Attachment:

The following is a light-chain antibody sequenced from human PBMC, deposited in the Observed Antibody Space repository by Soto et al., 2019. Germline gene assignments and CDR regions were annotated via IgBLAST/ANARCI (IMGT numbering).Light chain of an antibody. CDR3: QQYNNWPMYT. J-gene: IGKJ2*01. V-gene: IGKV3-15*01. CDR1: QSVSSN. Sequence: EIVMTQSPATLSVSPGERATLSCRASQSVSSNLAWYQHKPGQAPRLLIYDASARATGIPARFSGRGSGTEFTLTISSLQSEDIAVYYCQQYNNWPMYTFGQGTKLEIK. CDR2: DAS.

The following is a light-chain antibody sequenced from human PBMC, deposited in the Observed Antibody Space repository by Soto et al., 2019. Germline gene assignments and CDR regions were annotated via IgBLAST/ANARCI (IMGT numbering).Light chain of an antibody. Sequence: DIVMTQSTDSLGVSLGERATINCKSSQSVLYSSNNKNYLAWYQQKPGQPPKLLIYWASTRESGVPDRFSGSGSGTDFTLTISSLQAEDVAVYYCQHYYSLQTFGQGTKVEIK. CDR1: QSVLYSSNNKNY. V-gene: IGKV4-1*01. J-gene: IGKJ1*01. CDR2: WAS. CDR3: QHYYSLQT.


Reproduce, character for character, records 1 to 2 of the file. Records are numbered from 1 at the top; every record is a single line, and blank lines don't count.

The following is a light-chain antibody sequenced from human PBMC, deposited in the Observed Antibody Space repository by Soto et al., 2019. Germline gene assignments and CDR regions were annotated via IgBLAST/ANARCI (IMGT numbering).Light chain of an antibody. CDR3: QQYNNWPMYT. J-gene: IGKJ2*01. V-gene: IGKV3-15*01. CDR1: QSVSSN. Sequence: EIVMTQSPATLSVSPGERATLSCRASQSVSSNLAWYQHKPGQAPRLLIYDASARATGIPARFSGRGSGTEFTLTISSLQSEDIAVYYCQQYNNWPMYTFGQGTKLEIK. CDR2: DAS.

The following is a light-chain antibody sequenced from human PBMC, deposited in the Observed Antibody Space repository by Soto et al., 2019. Germline gene assignments and CDR regions were annotated via IgBLAST/ANARCI (IMGT numbering).Light chain of an antibody. Sequence: DIVMTQSTDSLGVSLGERATINCKSSQSVLYSSNNKNYLAWYQQKPGQPPKLLIYWASTRESGVPDRFSGSGSGTDFTLTISSLQAEDVAVYYCQHYYSLQTFGQGTKVEIK. CDR1: QSVLYSSNNKNY. V-gene: IGKV4-1*01. J-gene: IGKJ1*01. CDR2: WAS. CDR3: QHYYSLQT.